Keyword: coconut

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  • A Human Zoo on the World's Most Dangerous Island?

    08/07/2018 11:56:02 AM PDT · by sodpoodle · 29 replies
    Forbes ^ | 10/17/2017 | Jim Dobson (updated)
    Located far into the Bay of Bengal in the Indian Ocean, North Sentinel Island is one of the most isolated places on earth. Approximately the size of Manhattan, this remote island is home to the Sentinelese tribe, the most dangerous tribe in the world. The North Sentinel island made headlines in 2006 after the tribe murdered two fishermen who had illegally approached the island. After the incident, a 3-mile zone has been imposed around the island, and the Sentinelese have since kept a low profile. The Indian government, who previously tried to establish a relationship with the tribe, have since...
  • Visitors Unlikely to Leave North Sentinel Island Alive Due To Its Deadly Inhabitants

    10/07/2016 11:09:17 AM PDT · by Gamecock · 77 replies
    Inquisitr ^ | 7/22/2015
    Those who visit North Sentinel Island are unlikely to leave alive due to the island’s murderous inhabitants. North Sentinel Island lies in the Bay of Bengal off of the coast of India, and its white beaches and clear blue sea make it the perfect destination for any tourist in search of breathtaking scenery. According to Wackulus, the island is one of the last remaining uncivilized areas of the earth. But North Sentinel Island is still inhabited by natives who have remained trapped in time and have lived the same way for thousands of years — so much so that, when...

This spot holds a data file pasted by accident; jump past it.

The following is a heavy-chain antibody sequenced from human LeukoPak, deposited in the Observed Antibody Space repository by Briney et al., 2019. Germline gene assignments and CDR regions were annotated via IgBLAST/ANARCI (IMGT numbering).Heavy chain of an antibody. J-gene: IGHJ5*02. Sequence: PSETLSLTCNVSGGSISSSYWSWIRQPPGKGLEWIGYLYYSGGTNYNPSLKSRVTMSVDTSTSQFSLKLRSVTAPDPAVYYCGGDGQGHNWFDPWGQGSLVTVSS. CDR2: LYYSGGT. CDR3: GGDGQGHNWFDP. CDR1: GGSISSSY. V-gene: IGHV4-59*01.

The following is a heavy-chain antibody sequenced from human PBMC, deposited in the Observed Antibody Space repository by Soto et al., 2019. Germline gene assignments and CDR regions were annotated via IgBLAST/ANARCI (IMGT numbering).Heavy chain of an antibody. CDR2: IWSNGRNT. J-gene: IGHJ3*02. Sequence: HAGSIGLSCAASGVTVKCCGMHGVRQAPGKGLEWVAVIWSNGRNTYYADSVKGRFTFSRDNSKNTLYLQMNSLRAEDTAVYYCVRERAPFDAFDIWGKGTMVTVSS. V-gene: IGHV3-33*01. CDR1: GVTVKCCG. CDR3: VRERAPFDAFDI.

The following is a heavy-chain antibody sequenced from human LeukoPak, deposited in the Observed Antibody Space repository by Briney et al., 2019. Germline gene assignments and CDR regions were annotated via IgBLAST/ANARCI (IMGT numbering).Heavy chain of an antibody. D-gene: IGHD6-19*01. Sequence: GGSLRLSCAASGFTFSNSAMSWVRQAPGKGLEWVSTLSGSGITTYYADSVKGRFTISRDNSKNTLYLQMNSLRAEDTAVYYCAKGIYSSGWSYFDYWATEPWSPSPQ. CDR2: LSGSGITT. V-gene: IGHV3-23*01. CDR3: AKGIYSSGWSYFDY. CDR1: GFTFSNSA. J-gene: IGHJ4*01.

• World's 7 most dangerous and remote islands

    01/30/2013 5:41:50 PM PST · by Pan_Yan · 22 replies
    CNN ^ | January 30, 2013 -- Updated 1755 GMT (0155 HKT) | Mike Sowden
    CNN) -- Idiotic TV shows and all the latest apps bumming you out on the 21st century? Ready for some "me time" on the world's remotest islands? Forget golden sands and swaying palms -- the reality of solitude is different as these terrifyingly distant landfalls demonstrate. ... Bear Island 400 miles off Europe's north coast Bjornoya, better known as Bear Island, is the southernmost island in the Arctic archipelago of Svalbard, 400 miles north of mainland Europe -- but only on paper, given that it's almost 150 miles south of the Norwegian island chain with which it's lumped. It's been...
  • Ancient dialect extinct after last speaker dies

    02/05/2010 7:30:14 PM PST · by rdl6989 · 41 replies · 824+ views
    Yahoo News/Reuters ^ | Feb 5, 2010 | Sanjib Kumar Roy
    PORT BLAIR, India (Reuters) – One of the world's oldest dialects, which traces its origins to tens of thousands of years ago, has become extinct after the last person to speak it died on a remote Indian island. Boa Sr, the 85-year-old last speaker of "Bo," was the oldest member of the Great Andamanese tribe, R.C. Kar, deputy director of Tribal Health in Andaman, told Reuters on Friday. She died last week in Port Blair, the capital of Andaman and Nicobar Islands, which were hit by a devastating tsunami in 2004. "With the death of Boa Sr and the extinction...